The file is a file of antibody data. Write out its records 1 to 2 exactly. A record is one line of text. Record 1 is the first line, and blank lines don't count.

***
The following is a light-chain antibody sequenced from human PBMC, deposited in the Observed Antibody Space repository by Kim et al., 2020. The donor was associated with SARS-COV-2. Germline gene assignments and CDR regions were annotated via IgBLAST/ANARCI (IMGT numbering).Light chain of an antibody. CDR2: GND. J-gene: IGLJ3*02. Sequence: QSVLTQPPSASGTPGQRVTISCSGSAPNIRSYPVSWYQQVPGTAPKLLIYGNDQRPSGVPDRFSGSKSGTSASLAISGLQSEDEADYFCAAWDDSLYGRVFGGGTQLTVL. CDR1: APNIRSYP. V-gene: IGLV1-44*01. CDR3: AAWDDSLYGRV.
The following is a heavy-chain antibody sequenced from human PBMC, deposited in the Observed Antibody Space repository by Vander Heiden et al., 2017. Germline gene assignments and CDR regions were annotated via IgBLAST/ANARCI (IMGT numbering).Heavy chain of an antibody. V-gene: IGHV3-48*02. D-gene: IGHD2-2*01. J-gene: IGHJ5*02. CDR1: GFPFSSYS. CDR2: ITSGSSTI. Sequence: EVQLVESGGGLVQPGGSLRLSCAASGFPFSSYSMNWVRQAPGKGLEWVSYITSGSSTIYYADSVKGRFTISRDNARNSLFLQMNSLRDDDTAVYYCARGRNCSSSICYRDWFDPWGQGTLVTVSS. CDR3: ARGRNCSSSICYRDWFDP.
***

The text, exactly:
The following is a light-chain antibody sequenced from human PBMC, deposited in the Observed Antibody Space repository by Kim et al., 2020. The donor was associated with SARS-COV-2. Germline gene assignments and CDR regions were annotated via IgBLAST/ANARCI (IMGT numbering).Light chain of an antibody. CDR2: GND. J-gene: IGLJ3*02. Sequence: QSVLTQPPSASGTPGQRVTISCSGSAPNIRSYPVSWYQQVPGTAPKLLIYGNDQRPSGVPDRFSGSKSGTSASLAISGLQSEDEADYFCAAWDDSLYGRVFGGGTQLTVL. CDR1: APNIRSYP. V-gene: IGLV1-44*01. CDR3: AAWDDSLYGRV.
The following is a heavy-chain antibody sequenced from human PBMC, deposited in the Observed Antibody Space repository by Vander Heiden et al., 2017. Germline gene assignments and CDR regions were annotated via IgBLAST/ANARCI (IMGT numbering).Heavy chain of an antibody. V-gene: IGHV3-48*02. D-gene: IGHD2-2*01. J-gene: IGHJ5*02. CDR1: GFPFSSYS. CDR2: ITSGSSTI. Sequence: EVQLVESGGGLVQPGGSLRLSCAASGFPFSSYSMNWVRQAPGKGLEWVSYITSGSSTIYYADSVKGRFTISRDNARNSLFLQMNSLRDDDTAVYYCARGRNCSSSICYRDWFDPWGQGTLVTVSS. CDR3: ARGRNCSSSICYRDWFDP.